6. Drive out “fear” that inhibits action and hampers motivation. Creating a high-performance culture in which effective communication thrives means driving out fear. This was a theme the late W. Edward Deming (who had such an enormous impact on the quality movement) spoke of passionately, especially in his later years, and is the subject of one of his famous "Fourteen Points." Of course, there are those things that we should be fearful of, such as the consequences of being dishonest, or grossly irresponsible. But it’s the wrong kind of fear—e.g., the fear of taking reasonable risks or the fear of constructive dissent—which we must work to eliminate.

7. Listening encourages buy-in and support. There is a common myth that great leaders create compelling visions from gifted perspectives or inner creativity that others don't possess. But those who have studied leadership point out that, in fact, the visions of some of history's greatest leaders often came from others. Further, when people have a stake in an idea, they tend to work much harder to bring about its success. The art of listening is part of any successful contact center’s DNA—and is one of the essential qualities we also look for in successful agents.

8. Conflict will happen; how it is channeled and addressed makes the difference. In any organization, conflict is inevitable. All of us need to feel free to express ourselves constructively, to share frustrations. Teaching basic conflict management principles can go a long way towards keeping things on track and building a motivating environment. By extension, these skills can go along way in helping agents handle the toughest calls—an issue Laura Sikorski covers in this recent article.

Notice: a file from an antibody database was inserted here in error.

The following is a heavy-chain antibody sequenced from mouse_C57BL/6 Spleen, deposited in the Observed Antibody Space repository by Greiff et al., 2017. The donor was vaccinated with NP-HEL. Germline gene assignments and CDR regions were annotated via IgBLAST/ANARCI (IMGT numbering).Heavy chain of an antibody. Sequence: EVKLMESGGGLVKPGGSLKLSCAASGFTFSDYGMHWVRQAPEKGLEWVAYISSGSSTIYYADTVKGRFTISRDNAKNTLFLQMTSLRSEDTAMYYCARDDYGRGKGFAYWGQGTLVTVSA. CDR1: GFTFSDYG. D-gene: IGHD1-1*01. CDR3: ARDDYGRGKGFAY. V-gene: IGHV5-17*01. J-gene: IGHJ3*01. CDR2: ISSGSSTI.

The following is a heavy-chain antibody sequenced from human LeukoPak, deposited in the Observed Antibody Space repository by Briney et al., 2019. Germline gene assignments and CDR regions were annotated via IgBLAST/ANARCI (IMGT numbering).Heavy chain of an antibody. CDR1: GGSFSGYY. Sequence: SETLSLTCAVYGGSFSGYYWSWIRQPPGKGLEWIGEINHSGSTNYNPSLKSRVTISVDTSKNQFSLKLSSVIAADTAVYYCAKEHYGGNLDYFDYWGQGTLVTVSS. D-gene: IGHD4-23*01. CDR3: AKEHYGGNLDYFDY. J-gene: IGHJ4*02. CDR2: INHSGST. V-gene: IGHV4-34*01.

9. It’s True: Sincere recognition goes a long way. In study after study, participants say that personalized and sincere recognition from their managers—in other words, simply being recognized for doing a good job—is a powerful motivator. (Easier said than done, of course: You've got to really know what's going on from top to bottom to get it right ... but isn't that a part of leadership, anyway?)

10. As a leader, who you are as a person is more important than the techniques you use. The reality is, we trust and perform for leaders who are predictable on matters of principle, and who make their positions known.  Convictions, sense of fairness, consistency of behavior and stated values, belief in the capabilities of people—these things have much more impact than any motivational approach ever could.

Many programs in management training offer techniques for motivating people – e.g., provide positive reinforcement, celebrate success, create a "fun" environment, etc.  There's nothing inherently wrong with techniques, unless they become manipulative, used solely for the purpose of getting something from someone else. But in a leadership position, who you are as a person matters much more than the techniques you use.  

Be yourself. Be consistent and relentlessly focused on the values that matter and on achieving the contact center's mission. Encourage involvement and work hard to establish good channels of communication. Expect the best from people. Good things will follow.